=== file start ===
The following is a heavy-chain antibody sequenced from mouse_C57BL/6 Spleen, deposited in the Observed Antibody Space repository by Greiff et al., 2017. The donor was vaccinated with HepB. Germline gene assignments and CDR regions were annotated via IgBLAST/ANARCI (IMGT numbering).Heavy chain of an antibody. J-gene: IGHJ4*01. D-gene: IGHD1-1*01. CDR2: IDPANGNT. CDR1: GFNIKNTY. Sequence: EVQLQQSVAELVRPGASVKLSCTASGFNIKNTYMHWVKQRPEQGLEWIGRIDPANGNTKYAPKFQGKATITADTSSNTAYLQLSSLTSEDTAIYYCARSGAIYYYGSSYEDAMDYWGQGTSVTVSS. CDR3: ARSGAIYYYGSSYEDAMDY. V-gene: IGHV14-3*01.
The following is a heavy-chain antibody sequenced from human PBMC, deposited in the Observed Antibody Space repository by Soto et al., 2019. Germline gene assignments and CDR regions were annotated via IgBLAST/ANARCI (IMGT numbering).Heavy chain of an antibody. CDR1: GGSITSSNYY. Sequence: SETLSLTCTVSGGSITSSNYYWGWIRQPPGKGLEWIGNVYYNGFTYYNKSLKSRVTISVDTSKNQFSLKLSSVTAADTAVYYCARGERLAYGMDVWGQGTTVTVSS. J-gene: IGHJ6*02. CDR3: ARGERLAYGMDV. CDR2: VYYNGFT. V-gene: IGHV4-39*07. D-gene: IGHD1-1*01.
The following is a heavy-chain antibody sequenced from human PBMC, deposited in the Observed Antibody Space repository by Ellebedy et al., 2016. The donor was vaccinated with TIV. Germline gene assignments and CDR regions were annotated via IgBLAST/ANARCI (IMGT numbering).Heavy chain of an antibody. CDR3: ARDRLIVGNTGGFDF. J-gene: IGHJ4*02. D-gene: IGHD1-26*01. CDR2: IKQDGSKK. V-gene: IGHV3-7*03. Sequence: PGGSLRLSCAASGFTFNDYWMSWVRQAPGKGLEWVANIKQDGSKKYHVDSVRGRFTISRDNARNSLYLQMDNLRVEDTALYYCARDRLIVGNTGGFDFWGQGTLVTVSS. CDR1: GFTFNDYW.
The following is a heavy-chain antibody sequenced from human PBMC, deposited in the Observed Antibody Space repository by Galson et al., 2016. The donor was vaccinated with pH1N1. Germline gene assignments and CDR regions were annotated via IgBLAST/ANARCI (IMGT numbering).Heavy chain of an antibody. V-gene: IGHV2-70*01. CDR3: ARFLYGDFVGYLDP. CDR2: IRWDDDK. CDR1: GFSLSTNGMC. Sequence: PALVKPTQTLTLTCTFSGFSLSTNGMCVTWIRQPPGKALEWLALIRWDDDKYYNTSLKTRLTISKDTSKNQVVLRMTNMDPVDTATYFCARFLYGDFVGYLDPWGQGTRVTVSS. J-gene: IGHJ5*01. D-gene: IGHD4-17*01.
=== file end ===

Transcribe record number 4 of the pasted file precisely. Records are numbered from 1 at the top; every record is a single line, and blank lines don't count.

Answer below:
The following is a heavy-chain antibody sequenced from human PBMC, deposited in the Observed Antibody Space repository by Galson et al., 2016. The donor was vaccinated with pH1N1. Germline gene assignments and CDR regions were annotated via IgBLAST/ANARCI (IMGT numbering).Heavy chain of an antibody. V-gene: IGHV2-70*01. CDR3: ARFLYGDFVGYLDP. CDR2: IRWDDDK. CDR1: GFSLSTNGMC. Sequence: PALVKPTQTLTLTCTFSGFSLSTNGMCVTWIRQPPGKALEWLALIRWDDDKYYNTSLKTRLTISKDTSKNQVVLRMTNMDPVDTATYFCARFLYGDFVGYLDPWGQGTRVTVSS. J-gene: IGHJ5*01. D-gene: IGHD4-17*01.